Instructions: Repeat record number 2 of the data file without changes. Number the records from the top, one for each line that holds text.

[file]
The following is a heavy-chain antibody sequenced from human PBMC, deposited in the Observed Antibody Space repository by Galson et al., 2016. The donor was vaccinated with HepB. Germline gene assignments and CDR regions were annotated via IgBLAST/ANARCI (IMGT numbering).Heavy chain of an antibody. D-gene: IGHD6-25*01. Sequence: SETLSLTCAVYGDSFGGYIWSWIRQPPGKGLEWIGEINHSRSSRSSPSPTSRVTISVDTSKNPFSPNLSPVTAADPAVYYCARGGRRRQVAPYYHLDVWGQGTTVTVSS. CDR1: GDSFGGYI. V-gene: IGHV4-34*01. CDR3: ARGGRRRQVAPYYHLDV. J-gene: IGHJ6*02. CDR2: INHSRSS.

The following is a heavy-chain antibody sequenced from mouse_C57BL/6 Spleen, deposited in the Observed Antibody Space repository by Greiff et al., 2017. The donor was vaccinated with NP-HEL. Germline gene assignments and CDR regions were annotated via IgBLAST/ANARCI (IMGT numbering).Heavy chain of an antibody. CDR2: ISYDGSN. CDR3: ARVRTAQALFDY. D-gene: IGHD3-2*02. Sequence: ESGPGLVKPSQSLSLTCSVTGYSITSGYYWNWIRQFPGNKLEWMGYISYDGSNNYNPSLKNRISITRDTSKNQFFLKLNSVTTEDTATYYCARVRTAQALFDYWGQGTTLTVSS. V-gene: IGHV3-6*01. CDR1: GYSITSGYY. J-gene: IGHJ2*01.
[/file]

The following is a heavy-chain antibody sequenced from mouse_C57BL/6 Spleen, deposited in the Observed Antibody Space repository by Greiff et al., 2017. The donor was vaccinated with NP-HEL. Germline gene assignments and CDR regions were annotated via IgBLAST/ANARCI (IMGT numbering).Heavy chain of an antibody. CDR2: ISYDGSN. CDR3: ARVRTAQALFDY. D-gene: IGHD3-2*02. Sequence: ESGPGLVKPSQSLSLTCSVTGYSITSGYYWNWIRQFPGNKLEWMGYISYDGSNNYNPSLKNRISITRDTSKNQFFLKLNSVTTEDTATYYCARVRTAQALFDYWGQGTTLTVSS. V-gene: IGHV3-6*01. CDR1: GYSITSGYY. J-gene: IGHJ2*01.